"The most successful alliance in history," it was called at the end of the Cold War in which NATO, for 40 years, deterred the Red Army from overrunning Berlin or crashing through West Germany to the Channel.
And when that Cold War was over, Sen. Richard Lugar famously said, "Either NATO goes out of area or goes out of business."
In Afghanistan and Libya, NATO went out of area. And given the trend in both conflicts, NATO may soon be going out of business.
NATO faces "collective military irrelevance," said Defense Secretary Robert Gates on his valedictory visit to a stunned Brussels last week:
"The mightiest military alliance in history is only 11 weeks into an operation against a poorly armed regime in a sparsely populated country -- yet many allies are beginning to run short of munitions, requiring the U.S., once more, to make up the difference."
Gates' patience with the Europeans is, understandably, just about exhausted. Two decades after the Soviet Union disintegrated and the Red Army went home, America is still carrying 75 percent of the NATO burden for the defense of Europe.
Only five of 28 members invest in defense the 2 percent of gross domestic product required by NATO rules. Major members like the Netherlands, Spain and Turkey refuse to fly air strikes in Libya. France and Britain have run so low on munitions in a war against a sandbox country on the African coast that they have had to borrow U.S. munitions. Germany and Poland are AWOL.
With an air operations command capable of handling 300 sorties a day, the allies are struggling to put half that many in the air.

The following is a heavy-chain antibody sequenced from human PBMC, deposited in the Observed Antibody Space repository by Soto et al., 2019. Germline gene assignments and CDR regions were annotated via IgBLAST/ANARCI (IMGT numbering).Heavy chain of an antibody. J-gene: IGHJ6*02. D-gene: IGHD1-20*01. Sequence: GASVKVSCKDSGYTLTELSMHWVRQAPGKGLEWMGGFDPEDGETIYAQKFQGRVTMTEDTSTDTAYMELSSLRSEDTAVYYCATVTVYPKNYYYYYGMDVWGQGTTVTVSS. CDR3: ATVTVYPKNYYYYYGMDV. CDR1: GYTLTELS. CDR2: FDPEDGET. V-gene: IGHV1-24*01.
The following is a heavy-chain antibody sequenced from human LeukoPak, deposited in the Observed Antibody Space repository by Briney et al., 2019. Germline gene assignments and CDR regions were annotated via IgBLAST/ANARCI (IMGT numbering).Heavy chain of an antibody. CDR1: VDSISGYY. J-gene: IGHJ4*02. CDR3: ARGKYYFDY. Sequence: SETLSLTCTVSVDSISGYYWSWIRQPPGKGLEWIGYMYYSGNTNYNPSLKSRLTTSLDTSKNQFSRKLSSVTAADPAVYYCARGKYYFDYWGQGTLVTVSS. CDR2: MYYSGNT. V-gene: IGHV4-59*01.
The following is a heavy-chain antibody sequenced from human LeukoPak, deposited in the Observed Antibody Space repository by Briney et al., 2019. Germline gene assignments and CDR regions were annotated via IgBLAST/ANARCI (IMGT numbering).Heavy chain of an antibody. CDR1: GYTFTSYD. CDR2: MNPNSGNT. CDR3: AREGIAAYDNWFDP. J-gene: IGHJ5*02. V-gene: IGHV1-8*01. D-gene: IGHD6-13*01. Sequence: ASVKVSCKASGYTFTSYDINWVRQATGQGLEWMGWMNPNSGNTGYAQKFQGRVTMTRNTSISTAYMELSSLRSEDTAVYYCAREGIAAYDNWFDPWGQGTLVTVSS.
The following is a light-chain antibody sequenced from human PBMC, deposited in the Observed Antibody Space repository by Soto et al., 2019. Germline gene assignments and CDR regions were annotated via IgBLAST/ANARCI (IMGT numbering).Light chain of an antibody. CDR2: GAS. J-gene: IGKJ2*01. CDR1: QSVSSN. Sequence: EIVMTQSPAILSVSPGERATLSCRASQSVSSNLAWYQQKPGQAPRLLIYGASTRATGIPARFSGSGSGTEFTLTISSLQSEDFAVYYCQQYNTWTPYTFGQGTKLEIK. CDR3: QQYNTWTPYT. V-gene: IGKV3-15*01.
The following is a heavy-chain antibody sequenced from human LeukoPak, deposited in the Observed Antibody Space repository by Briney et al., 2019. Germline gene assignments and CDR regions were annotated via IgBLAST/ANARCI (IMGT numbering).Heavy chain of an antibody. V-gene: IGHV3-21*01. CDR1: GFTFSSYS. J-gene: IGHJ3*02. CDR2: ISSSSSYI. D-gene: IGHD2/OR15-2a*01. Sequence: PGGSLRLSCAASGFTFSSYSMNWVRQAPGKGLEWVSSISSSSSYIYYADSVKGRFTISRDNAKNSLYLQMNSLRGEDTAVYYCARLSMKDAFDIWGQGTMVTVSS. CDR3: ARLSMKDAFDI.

Another reason besides European malingering why NATO is in trouble is the fiscal crisis and sea change taking place in the United States.
Gates alluded to it. In America, "the reality is changing. ... Choices are going to be made more on what is in the best interests of the United States."
With GOP conservatives joining congressional Democrats in seeking to cut off funds for the Libyan war, John Boehner has been forced to take the lead in charging the president with violating the War Powers Act. He is demanding Barack Obama come to Congress to get authorization to continue U.S. participation in the Libyan war.
Should the Americans pull out, NATO loses.
The first Republican debate in New Hampshire was astonishing for its anti-interventionist tone. While front-runner Mitt Romney said he would listen to the generals about when it is safe to get out of Afghanistan, he spoke out against any more wars to win independence for nations not vital to the United States.